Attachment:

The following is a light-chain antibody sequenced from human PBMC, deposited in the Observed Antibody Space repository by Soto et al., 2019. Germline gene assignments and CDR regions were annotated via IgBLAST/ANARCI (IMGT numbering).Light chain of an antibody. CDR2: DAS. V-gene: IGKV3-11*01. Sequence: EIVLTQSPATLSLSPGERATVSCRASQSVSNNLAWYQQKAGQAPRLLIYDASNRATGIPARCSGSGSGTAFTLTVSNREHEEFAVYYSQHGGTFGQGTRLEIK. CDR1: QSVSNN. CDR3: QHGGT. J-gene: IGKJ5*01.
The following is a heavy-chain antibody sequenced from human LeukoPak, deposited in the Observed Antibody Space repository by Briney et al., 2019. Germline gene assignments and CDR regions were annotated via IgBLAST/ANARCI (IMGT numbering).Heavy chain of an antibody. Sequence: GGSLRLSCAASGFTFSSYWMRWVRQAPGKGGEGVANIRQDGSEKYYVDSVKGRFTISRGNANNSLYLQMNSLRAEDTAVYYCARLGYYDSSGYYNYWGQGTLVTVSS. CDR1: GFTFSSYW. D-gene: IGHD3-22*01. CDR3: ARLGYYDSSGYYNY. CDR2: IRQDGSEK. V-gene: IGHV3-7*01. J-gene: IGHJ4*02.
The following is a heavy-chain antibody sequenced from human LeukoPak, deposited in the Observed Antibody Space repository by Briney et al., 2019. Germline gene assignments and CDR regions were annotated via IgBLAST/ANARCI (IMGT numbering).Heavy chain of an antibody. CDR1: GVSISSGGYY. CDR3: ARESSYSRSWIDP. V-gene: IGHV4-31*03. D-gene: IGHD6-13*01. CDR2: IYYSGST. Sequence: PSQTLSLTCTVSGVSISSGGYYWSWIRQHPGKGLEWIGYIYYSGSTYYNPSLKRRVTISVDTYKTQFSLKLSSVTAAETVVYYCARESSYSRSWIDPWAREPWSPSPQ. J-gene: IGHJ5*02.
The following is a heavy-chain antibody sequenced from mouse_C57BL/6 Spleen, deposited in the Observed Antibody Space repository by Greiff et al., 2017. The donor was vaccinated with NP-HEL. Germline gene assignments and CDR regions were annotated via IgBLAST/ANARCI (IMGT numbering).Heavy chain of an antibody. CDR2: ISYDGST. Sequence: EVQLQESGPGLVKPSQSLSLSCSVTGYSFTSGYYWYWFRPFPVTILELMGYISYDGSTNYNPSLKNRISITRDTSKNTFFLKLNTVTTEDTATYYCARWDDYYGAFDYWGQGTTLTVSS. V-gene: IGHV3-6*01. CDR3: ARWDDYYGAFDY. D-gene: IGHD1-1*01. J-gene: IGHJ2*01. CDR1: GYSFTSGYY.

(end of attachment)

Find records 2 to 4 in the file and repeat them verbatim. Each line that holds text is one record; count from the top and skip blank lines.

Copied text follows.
The following is a heavy-chain antibody sequenced from human LeukoPak, deposited in the Observed Antibody Space repository by Briney et al., 2019. Germline gene assignments and CDR regions were annotated via IgBLAST/ANARCI (IMGT numbering).Heavy chain of an antibody. Sequence: GGSLRLSCAASGFTFSSYWMRWVRQAPGKGGEGVANIRQDGSEKYYVDSVKGRFTISRGNANNSLYLQMNSLRAEDTAVYYCARLGYYDSSGYYNYWGQGTLVTVSS. CDR1: GFTFSSYW. D-gene: IGHD3-22*01. CDR3: ARLGYYDSSGYYNY. CDR2: IRQDGSEK. V-gene: IGHV3-7*01. J-gene: IGHJ4*02.
The following is a heavy-chain antibody sequenced from human LeukoPak, deposited in the Observed Antibody Space repository by Briney et al., 2019. Germline gene assignments and CDR regions were annotated via IgBLAST/ANARCI (IMGT numbering).Heavy chain of an antibody. CDR1: GVSISSGGYY. CDR3: ARESSYSRSWIDP. V-gene: IGHV4-31*03. D-gene: IGHD6-13*01. CDR2: IYYSGST. Sequence: PSQTLSLTCTVSGVSISSGGYYWSWIRQHPGKGLEWIGYIYYSGSTYYNPSLKRRVTISVDTYKTQFSLKLSSVTAAETVVYYCARESSYSRSWIDPWAREPWSPSPQ. J-gene: IGHJ5*02.
The following is a heavy-chain antibody sequenced from mouse_C57BL/6 Spleen, deposited in the Observed Antibody Space repository by Greiff et al., 2017. The donor was vaccinated with NP-HEL. Germline gene assignments and CDR regions were annotated via IgBLAST/ANARCI (IMGT numbering).Heavy chain of an antibody. CDR2: ISYDGST. Sequence: EVQLQESGPGLVKPSQSLSLSCSVTGYSFTSGYYWYWFRPFPVTILELMGYISYDGSTNYNPSLKNRISITRDTSKNTFFLKLNTVTTEDTATYYCARWDDYYGAFDYWGQGTTLTVSS. V-gene: IGHV3-6*01. CDR3: ARWDDYYGAFDY. D-gene: IGHD1-1*01. J-gene: IGHJ2*01. CDR1: GYSFTSGYY.